The link between psychoanalysis as a mode of interpretation and Shakespeare's works is well known. But rather than merely putting Shakespeare on the couch, Philip Armstrong focuses on the complex and fascinatingly fruitful mutual relationship between Shakespeare's texts and psychoanalytic theory. He shows how the theories of Freud, Rank, Jones, Lacan, Erikson, and others are themselves in a large part the product of reading Shakespeare. Armstrong provides an introductory cultural history of the relationship between psychoanalytic concepts and Shakespearean texts. This is played out in a variety of expected and unexpected contexts, including: the early modern stage; Hamlet and The Tempest; Freud's analytic session; the Parisian intellectual scene; Hollywood; the virtual space of the PC.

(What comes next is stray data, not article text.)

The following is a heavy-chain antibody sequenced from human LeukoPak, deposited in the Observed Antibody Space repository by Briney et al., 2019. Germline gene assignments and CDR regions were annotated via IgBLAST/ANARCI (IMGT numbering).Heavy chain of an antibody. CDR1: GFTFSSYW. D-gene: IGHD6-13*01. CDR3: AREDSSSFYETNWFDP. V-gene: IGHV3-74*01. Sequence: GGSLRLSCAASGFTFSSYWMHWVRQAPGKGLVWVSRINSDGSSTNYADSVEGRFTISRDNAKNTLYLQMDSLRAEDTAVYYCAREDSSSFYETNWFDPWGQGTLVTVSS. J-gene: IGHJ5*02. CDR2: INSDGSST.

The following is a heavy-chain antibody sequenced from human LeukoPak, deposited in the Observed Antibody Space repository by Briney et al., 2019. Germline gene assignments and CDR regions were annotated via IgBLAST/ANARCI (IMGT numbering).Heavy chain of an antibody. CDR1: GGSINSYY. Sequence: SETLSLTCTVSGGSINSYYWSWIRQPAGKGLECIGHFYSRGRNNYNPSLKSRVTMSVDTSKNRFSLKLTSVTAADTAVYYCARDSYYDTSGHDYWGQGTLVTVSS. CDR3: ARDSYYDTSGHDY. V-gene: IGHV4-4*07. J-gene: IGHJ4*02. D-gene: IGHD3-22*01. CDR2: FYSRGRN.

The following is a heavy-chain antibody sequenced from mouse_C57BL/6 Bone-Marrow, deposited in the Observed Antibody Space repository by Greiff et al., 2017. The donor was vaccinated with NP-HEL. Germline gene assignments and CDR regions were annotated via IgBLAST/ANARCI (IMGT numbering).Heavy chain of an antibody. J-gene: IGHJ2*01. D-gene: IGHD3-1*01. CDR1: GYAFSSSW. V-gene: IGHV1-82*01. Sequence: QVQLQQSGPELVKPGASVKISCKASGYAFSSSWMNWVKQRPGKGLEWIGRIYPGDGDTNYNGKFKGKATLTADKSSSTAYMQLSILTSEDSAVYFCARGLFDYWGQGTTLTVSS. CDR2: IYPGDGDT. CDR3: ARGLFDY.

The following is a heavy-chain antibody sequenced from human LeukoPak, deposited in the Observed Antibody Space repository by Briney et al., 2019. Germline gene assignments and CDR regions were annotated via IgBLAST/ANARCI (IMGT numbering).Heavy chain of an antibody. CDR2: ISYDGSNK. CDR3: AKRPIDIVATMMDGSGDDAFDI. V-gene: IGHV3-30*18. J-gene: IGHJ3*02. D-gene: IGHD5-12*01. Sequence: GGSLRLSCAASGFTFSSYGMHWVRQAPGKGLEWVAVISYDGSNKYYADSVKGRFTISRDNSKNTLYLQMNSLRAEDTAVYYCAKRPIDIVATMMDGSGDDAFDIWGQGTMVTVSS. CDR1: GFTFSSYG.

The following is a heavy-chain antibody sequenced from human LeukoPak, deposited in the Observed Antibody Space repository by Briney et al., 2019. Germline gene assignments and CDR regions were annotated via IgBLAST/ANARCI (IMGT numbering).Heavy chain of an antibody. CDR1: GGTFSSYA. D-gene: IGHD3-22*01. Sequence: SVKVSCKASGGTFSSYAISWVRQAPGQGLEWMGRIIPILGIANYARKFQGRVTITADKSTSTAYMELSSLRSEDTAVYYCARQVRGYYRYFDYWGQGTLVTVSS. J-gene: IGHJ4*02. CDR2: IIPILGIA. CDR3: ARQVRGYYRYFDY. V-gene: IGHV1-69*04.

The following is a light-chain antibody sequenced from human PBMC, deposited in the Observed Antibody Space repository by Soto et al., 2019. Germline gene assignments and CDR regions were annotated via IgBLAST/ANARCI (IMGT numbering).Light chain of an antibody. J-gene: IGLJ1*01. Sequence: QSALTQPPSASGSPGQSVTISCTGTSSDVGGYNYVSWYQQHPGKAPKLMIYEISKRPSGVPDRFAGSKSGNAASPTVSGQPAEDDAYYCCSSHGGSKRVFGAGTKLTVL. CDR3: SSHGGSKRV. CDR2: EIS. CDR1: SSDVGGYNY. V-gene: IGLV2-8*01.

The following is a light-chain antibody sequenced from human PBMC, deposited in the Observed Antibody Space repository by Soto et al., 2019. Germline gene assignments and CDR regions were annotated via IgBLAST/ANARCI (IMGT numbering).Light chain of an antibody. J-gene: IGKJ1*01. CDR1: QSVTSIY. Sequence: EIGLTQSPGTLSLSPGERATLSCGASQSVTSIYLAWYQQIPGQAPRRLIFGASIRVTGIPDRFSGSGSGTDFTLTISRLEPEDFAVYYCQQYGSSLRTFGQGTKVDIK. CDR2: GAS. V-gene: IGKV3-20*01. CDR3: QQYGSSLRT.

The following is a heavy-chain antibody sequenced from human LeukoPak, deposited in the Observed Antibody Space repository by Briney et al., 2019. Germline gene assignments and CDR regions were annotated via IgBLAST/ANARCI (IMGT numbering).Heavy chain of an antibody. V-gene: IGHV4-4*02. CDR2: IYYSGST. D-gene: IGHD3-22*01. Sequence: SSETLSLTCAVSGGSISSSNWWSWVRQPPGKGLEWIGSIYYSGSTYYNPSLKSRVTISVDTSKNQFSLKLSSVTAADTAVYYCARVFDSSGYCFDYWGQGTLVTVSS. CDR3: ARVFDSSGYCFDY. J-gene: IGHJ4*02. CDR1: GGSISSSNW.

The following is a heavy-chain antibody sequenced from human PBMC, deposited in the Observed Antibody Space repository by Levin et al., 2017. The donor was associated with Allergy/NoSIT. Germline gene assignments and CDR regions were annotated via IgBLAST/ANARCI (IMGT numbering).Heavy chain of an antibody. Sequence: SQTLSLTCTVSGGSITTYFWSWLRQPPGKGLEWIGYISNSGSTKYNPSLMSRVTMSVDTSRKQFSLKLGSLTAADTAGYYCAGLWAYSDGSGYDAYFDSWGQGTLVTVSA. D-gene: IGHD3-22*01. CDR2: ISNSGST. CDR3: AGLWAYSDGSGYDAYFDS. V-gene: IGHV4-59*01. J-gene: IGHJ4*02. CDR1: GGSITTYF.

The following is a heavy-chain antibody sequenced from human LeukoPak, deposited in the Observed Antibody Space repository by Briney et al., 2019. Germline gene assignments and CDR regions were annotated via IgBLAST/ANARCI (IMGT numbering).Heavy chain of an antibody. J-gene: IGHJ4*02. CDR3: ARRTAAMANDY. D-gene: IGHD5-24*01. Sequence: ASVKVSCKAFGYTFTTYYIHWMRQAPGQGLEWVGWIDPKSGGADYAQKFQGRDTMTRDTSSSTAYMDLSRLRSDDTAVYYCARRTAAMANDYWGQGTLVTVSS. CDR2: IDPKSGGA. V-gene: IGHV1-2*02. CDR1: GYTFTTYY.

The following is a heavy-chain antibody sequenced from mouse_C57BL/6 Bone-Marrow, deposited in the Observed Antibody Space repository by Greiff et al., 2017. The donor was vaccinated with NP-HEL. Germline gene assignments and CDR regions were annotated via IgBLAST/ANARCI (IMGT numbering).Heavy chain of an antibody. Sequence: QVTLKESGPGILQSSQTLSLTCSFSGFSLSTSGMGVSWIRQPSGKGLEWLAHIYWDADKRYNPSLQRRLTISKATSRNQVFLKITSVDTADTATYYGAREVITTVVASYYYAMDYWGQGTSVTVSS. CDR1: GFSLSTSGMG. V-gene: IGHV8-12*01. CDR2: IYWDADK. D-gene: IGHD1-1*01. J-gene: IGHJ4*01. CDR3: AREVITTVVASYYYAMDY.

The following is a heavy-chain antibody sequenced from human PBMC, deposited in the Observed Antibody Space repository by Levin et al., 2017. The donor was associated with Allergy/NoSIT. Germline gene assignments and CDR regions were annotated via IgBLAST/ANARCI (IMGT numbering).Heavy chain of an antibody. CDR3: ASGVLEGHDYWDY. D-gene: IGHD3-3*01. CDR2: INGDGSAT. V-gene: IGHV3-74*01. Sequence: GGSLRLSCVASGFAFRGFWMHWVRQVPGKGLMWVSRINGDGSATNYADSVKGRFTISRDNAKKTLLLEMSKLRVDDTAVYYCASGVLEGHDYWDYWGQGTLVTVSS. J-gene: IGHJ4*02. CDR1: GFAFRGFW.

Table of Contents
General Editor's Preface
A Note on References Introducing.
Part One:Shakespeare in Psychoanalysis
1. In Vienna
2. In Paris
3. In Johannesburg
Part Two:Psychoanalysis out of Shakespeare
4. Shakespeare's Memory
5. Shakespeare's Sex Conclusion Bibliography